First Transgender Governor

Christine Hallquist, a transgender woman, already made history earlier this year when she won the Democratic primary for governor in Vermont. The victory made her the first openly transgender person to ever win a major party's nomination.

Now, Hallquist could make history again for the LGBTQ community in Tuesday's election, where she squares off against Republican incumbent Phil Scott. Hallquist has received endorsements from Vermont Senator Bernie Sanders, former President Barack Obama and former Vice President Joe Biden.

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A woman holds a sign during a rally and march on October 13 in Chicago to inspire voter turnout ahead of midterm elections. Women and minority candidates have the chance to make history this year. Kaim Krzaczynski/AFP/Getty Images

Other Potentially Historic Candidates

Lauren Baer: Baer may become Florida's first openly LGBTQ member of Congress. The attorney previously worked for the Obama administration.

Marsha Blackburn: The Republican could become Tennessee's first female senator. The representative is the first GOP woman nominated for the Senate. She is also the state's first woman in four decades to nominated by a major party for the Senate.

Angie Craig: Craig could be Minnesota's first openly LGBTQ member of Congress.

Andrew Gillum: Gillum could become the first African-American governor in Florida's history. He is the Democratic nominee and mayor of Tallahassee.

Jahana Hayes: Hayes could be the first black woman to represent Connecticut in Congress.

Cindy Hyde-Smith: Hyde-Smith could be the first woman elected to represent Mississippi in Congress, even though she has been in the Senate since April, when she was appointed to fill a vacancy. She is running in a special election against Chris McDaniel and Mike Espy. If Espy wins, he will be the state's first black senator since Reconstruction.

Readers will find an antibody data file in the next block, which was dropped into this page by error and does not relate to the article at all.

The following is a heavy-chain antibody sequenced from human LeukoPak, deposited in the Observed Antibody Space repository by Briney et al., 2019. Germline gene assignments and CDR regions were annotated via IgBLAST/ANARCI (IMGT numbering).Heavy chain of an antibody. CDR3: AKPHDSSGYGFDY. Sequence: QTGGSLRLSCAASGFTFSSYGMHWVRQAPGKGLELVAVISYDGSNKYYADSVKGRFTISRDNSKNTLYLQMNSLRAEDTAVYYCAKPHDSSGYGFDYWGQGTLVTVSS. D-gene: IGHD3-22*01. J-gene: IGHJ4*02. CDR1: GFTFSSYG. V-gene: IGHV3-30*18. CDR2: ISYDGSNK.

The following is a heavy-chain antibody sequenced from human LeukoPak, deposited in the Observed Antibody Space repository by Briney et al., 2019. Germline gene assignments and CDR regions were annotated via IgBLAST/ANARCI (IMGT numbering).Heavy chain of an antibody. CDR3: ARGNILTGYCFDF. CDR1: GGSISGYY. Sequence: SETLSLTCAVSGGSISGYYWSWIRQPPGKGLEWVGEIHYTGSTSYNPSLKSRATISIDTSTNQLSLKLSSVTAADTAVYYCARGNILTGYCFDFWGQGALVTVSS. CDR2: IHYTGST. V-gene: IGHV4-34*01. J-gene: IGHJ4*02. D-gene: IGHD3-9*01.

Ben Jealous: Jealous may become Maryland's first African-American governor. The Democrat is the former head of the NAACP.

Young Kim: Kim could become the first female Korean-American to be elected to Congress in American history. The Republican candidate from California was born in South Korea and moved to the U.S. with her family at a young age.

Martha McSally and Kyrsten Sinema: Either would become Arizona's first woman elected to the Senate. Both currently serve in the House, and are running for the Senate seat vacated by retiring Senator Jeff Flake.

Rick Neal: Neal could become Ohio's first openly LGBTQ member of Congress.

Kristi Noem: South Dakota could have its first female governor if Noem, a Republican, wins on Tuesday.

Gina Ortiz Jones: She could be the first Filipina-American in Congress, as well as the first openly LGBTQ member of Congress to represent the state of Texas.

Jared Polis: Polis may become America's first openly gay man to be elected governor. The congressman is running in Colorado.

Ayanna Pressley: She could become the first black woman to serve in Congress from Massachusetts.